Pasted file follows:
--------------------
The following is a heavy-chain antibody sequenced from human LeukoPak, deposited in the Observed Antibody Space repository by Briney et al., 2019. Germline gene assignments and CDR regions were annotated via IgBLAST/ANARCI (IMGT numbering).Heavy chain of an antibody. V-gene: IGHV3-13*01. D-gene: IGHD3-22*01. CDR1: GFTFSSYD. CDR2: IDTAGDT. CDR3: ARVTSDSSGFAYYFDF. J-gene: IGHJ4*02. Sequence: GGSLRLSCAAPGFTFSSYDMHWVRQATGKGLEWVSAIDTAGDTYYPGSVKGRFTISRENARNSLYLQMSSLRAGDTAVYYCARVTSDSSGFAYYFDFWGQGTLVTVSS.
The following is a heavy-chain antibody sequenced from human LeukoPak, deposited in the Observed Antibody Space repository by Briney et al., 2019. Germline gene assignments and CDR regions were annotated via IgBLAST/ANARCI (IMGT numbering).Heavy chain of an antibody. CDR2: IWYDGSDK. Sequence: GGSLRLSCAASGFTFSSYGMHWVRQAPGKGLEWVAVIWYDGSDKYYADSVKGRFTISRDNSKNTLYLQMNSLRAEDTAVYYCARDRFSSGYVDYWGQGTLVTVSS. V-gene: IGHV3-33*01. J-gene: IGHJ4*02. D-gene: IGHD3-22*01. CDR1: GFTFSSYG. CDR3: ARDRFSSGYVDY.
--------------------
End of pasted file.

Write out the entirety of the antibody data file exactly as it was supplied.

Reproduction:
The following is a heavy-chain antibody sequenced from human LeukoPak, deposited in the Observed Antibody Space repository by Briney et al., 2019. Germline gene assignments and CDR regions were annotated via IgBLAST/ANARCI (IMGT numbering).Heavy chain of an antibody. V-gene: IGHV3-13*01. D-gene: IGHD3-22*01. CDR1: GFTFSSYD. CDR2: IDTAGDT. CDR3: ARVTSDSSGFAYYFDF. J-gene: IGHJ4*02. Sequence: GGSLRLSCAAPGFTFSSYDMHWVRQATGKGLEWVSAIDTAGDTYYPGSVKGRFTISRENARNSLYLQMSSLRAGDTAVYYCARVTSDSSGFAYYFDFWGQGTLVTVSS.
The following is a heavy-chain antibody sequenced from human LeukoPak, deposited in the Observed Antibody Space repository by Briney et al., 2019. Germline gene assignments and CDR regions were annotated via IgBLAST/ANARCI (IMGT numbering).Heavy chain of an antibody. CDR2: IWYDGSDK. Sequence: GGSLRLSCAASGFTFSSYGMHWVRQAPGKGLEWVAVIWYDGSDKYYADSVKGRFTISRDNSKNTLYLQMNSLRAEDTAVYYCARDRFSSGYVDYWGQGTLVTVSS. V-gene: IGHV3-33*01. J-gene: IGHJ4*02. D-gene: IGHD3-22*01. CDR1: GFTFSSYG. CDR3: ARDRFSSGYVDY.